This PIC Is A Squarewave Generator

When we use a microcontroller to flip a few GPIOs or talk SPI to a peripheral chip, we are often overlooking that it will usually contain an array of built-in peripherals that were once the preserve of extra hardware. Analogue ports, timers, UARTs, and clock generators, to name just a few. [Giovanni Bernardo] has been experimenting with one of these, the internal frequency synthesiser on many PIC microcontrollers, and he’s  produced a handy square wave generator for which he’s placed code on GitHub and produced a write-up (Italian language, Google translate link).

The board used is a PIC16F375 Curiosity Nano, and code takes input from a rotary encoder to set the frequency, with a button to select different step sizes and an alphanumeric LCD display to show the current settings. Frequencies from 1 Hz to 15 MHz are possible, with a clever switch between two of the PICs internal clocks to be used as the reference frequency. Stability depends upon whatever source the PIC uses for its own clock, and while we suspect that will be enough for most users it’s not inconceivable that the PIC could be clocked from a GPS-disciplined source or similar were there a requirement for it.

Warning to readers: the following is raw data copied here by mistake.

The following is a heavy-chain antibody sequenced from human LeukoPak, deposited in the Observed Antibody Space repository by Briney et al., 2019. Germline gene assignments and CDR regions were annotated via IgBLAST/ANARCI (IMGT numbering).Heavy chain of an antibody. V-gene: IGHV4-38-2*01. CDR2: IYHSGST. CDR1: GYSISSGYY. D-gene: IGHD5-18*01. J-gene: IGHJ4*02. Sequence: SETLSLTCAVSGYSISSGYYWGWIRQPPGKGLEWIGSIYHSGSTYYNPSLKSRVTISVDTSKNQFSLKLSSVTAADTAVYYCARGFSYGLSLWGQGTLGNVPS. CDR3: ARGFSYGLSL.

There are plenty of ways to generate square waves from a microcontroller. Most projects use waveform generator ICs.

17 thoughts on “This PIC Is A Squarewave Generator

    1. You can always add a 7404 inverter to clean up a slightly distorted square wave, I suppose. I’d worry more about the jitter and random glitches in the waveform caused by the software. Also, the author said, “above 10MHz square waves appears weird on the oscilloscope…”, so the absence of a ground plane and impedance-matched output with transmission lines are somewhat the problems as well, but not as much – if one really wants to see a 20 MHz clean square wave with sharp edge like a textbook waveform, the first thing is getting a 200 MHz oscilloscope…

      1. There are likely 2 separate issues:
        – The edge rate of the signal is only dependent on the output driver rise/fall time not the output frequency. If you zoom in enough, even a low frequency output would have under/overshoot ring etc. The breadboard, non-controlled loose wires would cause impedance mismatch. Also scope probing should be done with spring ground clip *at* the breakout board itself and not after a long loose wire. A series resistors of around 100R at the breakout point might help if you insists on using breadboards and loose breakout wires.

        – For a NCO, essentially the input frequency is essentially its sampling frequency. The NCO keeps track of phase errors, so the *average* frequency over a long time period is correct, but periods of individual cycles can vary. So when you push the frequency high enough, this becomes more pronounced and you would see the output period varies for each cycle.